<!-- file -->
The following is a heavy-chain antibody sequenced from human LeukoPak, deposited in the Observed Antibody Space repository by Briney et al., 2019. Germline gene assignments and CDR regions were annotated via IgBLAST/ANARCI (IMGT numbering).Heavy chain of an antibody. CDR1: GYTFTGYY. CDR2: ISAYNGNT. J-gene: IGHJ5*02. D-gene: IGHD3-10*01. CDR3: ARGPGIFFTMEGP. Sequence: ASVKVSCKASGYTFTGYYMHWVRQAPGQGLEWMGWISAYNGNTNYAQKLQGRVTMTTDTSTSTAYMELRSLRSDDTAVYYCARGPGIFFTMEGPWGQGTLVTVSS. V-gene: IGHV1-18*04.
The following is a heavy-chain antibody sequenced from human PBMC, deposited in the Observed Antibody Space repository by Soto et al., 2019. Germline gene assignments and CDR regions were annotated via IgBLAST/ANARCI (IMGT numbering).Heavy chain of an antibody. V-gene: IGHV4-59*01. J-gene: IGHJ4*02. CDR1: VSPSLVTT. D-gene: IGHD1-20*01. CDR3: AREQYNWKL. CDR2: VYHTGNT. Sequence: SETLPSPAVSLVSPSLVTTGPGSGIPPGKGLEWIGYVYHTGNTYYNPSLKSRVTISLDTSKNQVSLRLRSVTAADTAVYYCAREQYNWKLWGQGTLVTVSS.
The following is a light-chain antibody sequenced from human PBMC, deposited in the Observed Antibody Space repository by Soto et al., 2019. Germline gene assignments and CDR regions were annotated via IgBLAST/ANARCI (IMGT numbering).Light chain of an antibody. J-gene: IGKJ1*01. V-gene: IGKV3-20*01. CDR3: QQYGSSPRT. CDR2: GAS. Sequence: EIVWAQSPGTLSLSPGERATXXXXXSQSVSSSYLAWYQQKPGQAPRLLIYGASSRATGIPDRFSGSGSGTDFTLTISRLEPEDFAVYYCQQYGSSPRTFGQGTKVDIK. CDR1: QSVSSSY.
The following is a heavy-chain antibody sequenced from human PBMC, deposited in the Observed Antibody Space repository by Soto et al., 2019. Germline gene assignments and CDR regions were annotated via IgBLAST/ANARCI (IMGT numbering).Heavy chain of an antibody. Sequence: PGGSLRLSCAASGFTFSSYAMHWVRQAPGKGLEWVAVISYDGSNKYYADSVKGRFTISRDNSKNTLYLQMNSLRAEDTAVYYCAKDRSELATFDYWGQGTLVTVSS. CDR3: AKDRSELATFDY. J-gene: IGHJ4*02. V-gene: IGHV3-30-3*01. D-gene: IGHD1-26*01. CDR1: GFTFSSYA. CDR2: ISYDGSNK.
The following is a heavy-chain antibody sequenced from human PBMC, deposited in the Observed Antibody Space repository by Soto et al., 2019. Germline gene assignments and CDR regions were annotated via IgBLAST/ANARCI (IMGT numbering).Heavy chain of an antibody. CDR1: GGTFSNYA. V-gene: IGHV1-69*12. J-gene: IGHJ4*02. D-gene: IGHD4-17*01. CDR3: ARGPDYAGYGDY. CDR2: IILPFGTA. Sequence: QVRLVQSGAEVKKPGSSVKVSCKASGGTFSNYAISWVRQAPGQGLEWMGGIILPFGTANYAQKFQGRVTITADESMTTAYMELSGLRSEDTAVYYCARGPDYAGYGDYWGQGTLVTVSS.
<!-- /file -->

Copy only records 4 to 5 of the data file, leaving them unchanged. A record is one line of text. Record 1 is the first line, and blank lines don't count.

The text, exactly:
The following is a heavy-chain antibody sequenced from human PBMC, deposited in the Observed Antibody Space repository by Soto et al., 2019. Germline gene assignments and CDR regions were annotated via IgBLAST/ANARCI (IMGT numbering).Heavy chain of an antibody. Sequence: PGGSLRLSCAASGFTFSSYAMHWVRQAPGKGLEWVAVISYDGSNKYYADSVKGRFTISRDNSKNTLYLQMNSLRAEDTAVYYCAKDRSELATFDYWGQGTLVTVSS. CDR3: AKDRSELATFDY. J-gene: IGHJ4*02. V-gene: IGHV3-30-3*01. D-gene: IGHD1-26*01. CDR1: GFTFSSYA. CDR2: ISYDGSNK.
The following is a heavy-chain antibody sequenced from human PBMC, deposited in the Observed Antibody Space repository by Soto et al., 2019. Germline gene assignments and CDR regions were annotated via IgBLAST/ANARCI (IMGT numbering).Heavy chain of an antibody. CDR1: GGTFSNYA. V-gene: IGHV1-69*12. J-gene: IGHJ4*02. D-gene: IGHD4-17*01. CDR3: ARGPDYAGYGDY. CDR2: IILPFGTA. Sequence: QVRLVQSGAEVKKPGSSVKVSCKASGGTFSNYAISWVRQAPGQGLEWMGGIILPFGTANYAQKFQGRVTITADESMTTAYMELSGLRSEDTAVYYCARGPDYAGYGDYWGQGTLVTVSS.